Your Office Doesn’t Have Nap Time Because You Are Not a Child

Your Office Doesn’t Have Nap Time Because You Are Not a Child


I work for a newish company that keeps “pivoting” and recently laid off a bunch of people. Now my co-workers want to unionize, and I don’t know how I feel. I care about the company and want to see it survive. I know that it’s “business, not personal,” but something about getting involved in the union feels deceitful to me, and I worry that it will hurt the company long term. My co-workers have good reason for wanting to unionize, and I feel weird not supporting their efforts, but at the same time, what’s the point of negotiating for better hours, pay and benefits if it hurts the company’s bottom line so much that it has to lay off more people?

— Anonymous

You can probably table your feelings about this for a year. But if the office gets there, honestly, whatever “demands” the organizers start to make aren’t going to be what hurts the company. (A 2 percent across-the-board salary increase? Oooh, scary!) Companies destroy themselves because they’re greedily managed, their ideas about business are bad, their pension plan was managed by morons or they ignored someone starting to eat their lunch. It’s not about better dental. Go talk to some folks who work in union workplaces! I work in management in a union shop and love having an organization protect the rights of my colleagues. What multiplier of your salary does the C.E.O. make? If the company is struggling and it’s more than triple, maybe you’ll join them on the red ramparts. Disturbing news! You may not have to worry about this. Dollars to doughnuts this company is going to be a whole lot slimmer before the union gets certification. That slimming may include you.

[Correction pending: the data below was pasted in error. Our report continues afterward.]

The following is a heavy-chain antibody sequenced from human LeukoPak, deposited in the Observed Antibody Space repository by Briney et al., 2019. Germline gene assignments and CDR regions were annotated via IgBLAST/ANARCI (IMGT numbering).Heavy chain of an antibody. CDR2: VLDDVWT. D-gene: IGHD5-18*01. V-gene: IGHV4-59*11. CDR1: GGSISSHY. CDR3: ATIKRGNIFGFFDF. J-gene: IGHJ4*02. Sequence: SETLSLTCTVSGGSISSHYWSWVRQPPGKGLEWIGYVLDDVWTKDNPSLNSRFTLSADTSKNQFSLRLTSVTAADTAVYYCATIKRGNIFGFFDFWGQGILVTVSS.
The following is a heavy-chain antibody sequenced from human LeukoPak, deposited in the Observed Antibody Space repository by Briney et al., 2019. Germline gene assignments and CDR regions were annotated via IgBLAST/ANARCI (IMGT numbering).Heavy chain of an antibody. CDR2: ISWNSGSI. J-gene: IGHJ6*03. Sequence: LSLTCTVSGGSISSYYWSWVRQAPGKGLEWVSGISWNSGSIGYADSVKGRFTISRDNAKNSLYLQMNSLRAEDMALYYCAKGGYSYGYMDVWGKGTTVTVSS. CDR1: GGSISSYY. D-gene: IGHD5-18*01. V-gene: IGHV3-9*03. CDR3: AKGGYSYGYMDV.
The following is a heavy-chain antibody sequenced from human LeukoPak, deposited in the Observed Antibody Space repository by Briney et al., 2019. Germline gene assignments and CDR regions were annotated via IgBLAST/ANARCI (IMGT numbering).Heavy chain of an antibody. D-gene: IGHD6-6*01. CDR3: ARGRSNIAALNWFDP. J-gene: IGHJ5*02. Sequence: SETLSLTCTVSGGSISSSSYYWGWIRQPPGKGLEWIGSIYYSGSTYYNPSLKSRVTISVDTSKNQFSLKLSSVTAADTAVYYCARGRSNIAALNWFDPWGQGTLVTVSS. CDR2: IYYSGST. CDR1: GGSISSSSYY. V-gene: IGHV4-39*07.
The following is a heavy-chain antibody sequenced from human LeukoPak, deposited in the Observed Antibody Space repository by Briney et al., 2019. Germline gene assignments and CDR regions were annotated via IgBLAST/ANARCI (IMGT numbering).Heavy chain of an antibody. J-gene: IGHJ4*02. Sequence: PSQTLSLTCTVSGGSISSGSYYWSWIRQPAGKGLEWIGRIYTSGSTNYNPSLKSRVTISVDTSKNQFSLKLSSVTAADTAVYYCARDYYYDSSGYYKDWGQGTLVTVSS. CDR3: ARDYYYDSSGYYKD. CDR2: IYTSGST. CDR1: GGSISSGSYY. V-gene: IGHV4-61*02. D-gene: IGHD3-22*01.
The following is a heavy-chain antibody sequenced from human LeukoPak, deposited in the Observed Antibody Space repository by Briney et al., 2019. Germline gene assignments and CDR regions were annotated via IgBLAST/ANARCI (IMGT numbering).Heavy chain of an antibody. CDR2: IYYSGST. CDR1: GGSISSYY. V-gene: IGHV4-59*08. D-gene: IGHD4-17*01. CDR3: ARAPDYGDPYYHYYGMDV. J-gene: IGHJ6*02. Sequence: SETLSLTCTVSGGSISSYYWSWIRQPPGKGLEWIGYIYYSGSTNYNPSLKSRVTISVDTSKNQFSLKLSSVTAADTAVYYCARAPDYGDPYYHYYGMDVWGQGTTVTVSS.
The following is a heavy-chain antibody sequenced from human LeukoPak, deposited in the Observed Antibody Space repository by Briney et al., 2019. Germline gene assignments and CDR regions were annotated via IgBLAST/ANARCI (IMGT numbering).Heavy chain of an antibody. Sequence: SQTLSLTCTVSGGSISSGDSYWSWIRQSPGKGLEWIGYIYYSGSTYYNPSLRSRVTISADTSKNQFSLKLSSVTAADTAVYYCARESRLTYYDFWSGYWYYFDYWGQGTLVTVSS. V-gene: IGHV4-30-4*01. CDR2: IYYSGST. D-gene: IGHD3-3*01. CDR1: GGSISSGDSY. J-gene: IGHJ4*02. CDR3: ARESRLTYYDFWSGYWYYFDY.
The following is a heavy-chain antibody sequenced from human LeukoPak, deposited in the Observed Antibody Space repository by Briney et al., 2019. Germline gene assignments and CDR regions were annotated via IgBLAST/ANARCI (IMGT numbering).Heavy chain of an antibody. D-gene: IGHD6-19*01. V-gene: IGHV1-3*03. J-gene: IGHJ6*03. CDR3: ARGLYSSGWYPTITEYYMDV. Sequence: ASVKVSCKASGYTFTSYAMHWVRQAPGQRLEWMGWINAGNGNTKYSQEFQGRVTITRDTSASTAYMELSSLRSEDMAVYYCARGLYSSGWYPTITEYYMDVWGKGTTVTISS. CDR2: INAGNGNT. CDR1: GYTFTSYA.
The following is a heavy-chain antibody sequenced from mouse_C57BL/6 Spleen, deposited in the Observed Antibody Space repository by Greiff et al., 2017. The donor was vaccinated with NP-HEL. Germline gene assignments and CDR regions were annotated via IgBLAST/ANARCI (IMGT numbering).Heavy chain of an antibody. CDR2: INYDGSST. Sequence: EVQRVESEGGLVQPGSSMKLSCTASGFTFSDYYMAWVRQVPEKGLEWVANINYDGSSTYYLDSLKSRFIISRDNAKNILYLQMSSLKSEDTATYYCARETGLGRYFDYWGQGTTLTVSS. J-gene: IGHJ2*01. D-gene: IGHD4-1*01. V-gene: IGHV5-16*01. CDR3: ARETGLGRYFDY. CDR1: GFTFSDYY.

The C.O.O. of my company is a power-hungry nerd. He’s the worst. No one at the company respects him, but he’s super-organized and handles all the logistics that no one else wants to deal with, so people keep him around. He’s not technically my supervisor, but since he sets up all the most important meetings, he gets to decide whom to include in major company conversations. He’s always leaving me out of meetings and off important email chains, and for some reason really hates me, even though I’m much nicer to him than most of the other people at the company. What do I do? I don’t like the guy, and don’t really care what he thinks about me, but I feel like my career is suffering because I never know what’s going on.

— J.B., Los Angeles

If you’ve ever watched a horror movie, you know that the star psychopath wins mostly because he’s playing by psycho rules and the victims are playing by normal-people rules. So your office Michael Myers comes knocking at your front door and you invite him in for tea. Every day he’s stomping all over you! Yet here you still think he’s like you on the inside. He’s a Murderbot 6000. He’s a misprogrammed goon who’s out to get you. Let’s talk about your choices! You’re “nicer to him” than everyone else? You’re acting like the office is a day care center and it’s time to share blocks, yet this guy is running around with a chain saw. Tell him firmly, once, what you need. Second time, send an officewide email that says, “Babadook here keeps ‘forgetting’ to add me to these meetings, can you help him remember?” Third time, roll up on his office and start straight-up yelling. It’s time to misbehave. Because you’re a nice person (by which I mean you’re a professional victim and probably need other kinds of help), you’re going to have to over-index on the mean levels. Hurry up.



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